Chapter

Poetry and the ‘Non-Darwinian Revolution’

John Holmes

in Darwin's Bards

Published by Edinburgh University Press

Published in print September 2009 | ISBN: 9780748639403
Published online March 2012 | e-ISBN: 9780748652174 | DOI: http://dx.doi.org/10.3366/edinburgh/9780748639403.003.0002
Poetry and the ‘Non-Darwinian Revolution’

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This chapter describes the non-Darwinian and pseudo-Darwinian evolutionary poetry in the late Victorian period. It then explores the acts of bad faith led by Algernon Charles Swinburne and Mathilde Blind. It also investigates how the non-Darwinian elements in George Meredith's later poetry have tended to obscure the more exclusively Darwinian perspectives of his earlier poetry. It evaluates the struggle between Alfred Tennyson's yearning to believe in evolutionary progress and his deep-seated doubts about it in the last years of his life. The Ascent of Man is Blind's most ambitious poem. The bulk of Meredith's nature poetry falls into two collections published five years apart: Poems and Lyrics of the Joy of Earth, and A Reading of Earth. In their different ways Swinburne, Blind, Meredith, and Tennyson all expose the hollowness at the heart of the Victorian enthusiasm for progressive evolution and of the non-Darwinian biology that sustained it.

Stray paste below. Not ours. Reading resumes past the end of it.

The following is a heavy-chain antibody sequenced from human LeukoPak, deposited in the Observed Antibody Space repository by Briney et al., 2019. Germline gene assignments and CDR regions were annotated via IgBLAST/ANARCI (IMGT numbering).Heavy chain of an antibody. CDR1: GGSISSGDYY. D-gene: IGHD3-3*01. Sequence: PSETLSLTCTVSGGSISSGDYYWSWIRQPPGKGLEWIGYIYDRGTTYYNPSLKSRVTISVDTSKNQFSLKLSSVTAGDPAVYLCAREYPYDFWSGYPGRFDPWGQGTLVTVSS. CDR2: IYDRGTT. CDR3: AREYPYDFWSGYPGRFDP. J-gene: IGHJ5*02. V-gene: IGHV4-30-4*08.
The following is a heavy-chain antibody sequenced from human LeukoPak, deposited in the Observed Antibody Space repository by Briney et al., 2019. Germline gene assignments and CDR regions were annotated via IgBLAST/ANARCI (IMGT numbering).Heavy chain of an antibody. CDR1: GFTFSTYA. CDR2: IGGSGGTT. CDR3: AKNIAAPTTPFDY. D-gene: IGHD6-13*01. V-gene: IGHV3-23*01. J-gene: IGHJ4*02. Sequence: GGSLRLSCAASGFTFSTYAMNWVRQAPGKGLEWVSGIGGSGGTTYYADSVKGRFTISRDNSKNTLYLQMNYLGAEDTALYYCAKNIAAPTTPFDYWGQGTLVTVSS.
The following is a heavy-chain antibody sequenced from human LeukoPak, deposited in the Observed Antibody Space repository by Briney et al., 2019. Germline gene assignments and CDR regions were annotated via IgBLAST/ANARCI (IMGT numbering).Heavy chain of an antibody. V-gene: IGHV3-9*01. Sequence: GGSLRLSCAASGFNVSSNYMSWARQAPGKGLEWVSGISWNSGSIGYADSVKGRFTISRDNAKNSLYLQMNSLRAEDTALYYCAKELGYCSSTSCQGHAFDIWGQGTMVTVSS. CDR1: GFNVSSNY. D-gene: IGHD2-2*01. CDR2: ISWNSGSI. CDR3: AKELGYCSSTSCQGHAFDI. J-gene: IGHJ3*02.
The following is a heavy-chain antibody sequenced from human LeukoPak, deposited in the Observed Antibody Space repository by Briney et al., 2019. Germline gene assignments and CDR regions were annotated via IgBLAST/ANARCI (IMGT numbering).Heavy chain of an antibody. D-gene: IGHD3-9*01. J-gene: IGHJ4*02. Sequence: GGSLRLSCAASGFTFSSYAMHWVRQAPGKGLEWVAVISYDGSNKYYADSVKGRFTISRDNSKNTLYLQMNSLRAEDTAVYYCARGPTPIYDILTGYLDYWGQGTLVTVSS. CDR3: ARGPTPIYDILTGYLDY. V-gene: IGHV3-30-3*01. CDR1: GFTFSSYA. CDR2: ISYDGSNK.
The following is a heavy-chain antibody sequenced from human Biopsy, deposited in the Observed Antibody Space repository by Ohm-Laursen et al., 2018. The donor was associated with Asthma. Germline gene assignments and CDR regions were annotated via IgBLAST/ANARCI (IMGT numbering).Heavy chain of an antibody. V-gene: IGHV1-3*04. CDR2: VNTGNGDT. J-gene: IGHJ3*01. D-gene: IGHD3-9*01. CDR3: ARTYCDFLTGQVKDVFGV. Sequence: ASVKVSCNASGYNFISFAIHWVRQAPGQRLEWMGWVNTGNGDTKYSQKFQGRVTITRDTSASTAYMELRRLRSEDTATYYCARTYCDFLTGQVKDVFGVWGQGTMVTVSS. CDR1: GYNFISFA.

Keywords: Algernon Charles Swinburne; Mathilde Blind; George Meredith; Alfred Tennyson; The Ascent of Man; non-Darwinian biology; evolutionary poetry

Chapter.  15926 words. 

Subjects: Literary Studies (Poetry and Poets)

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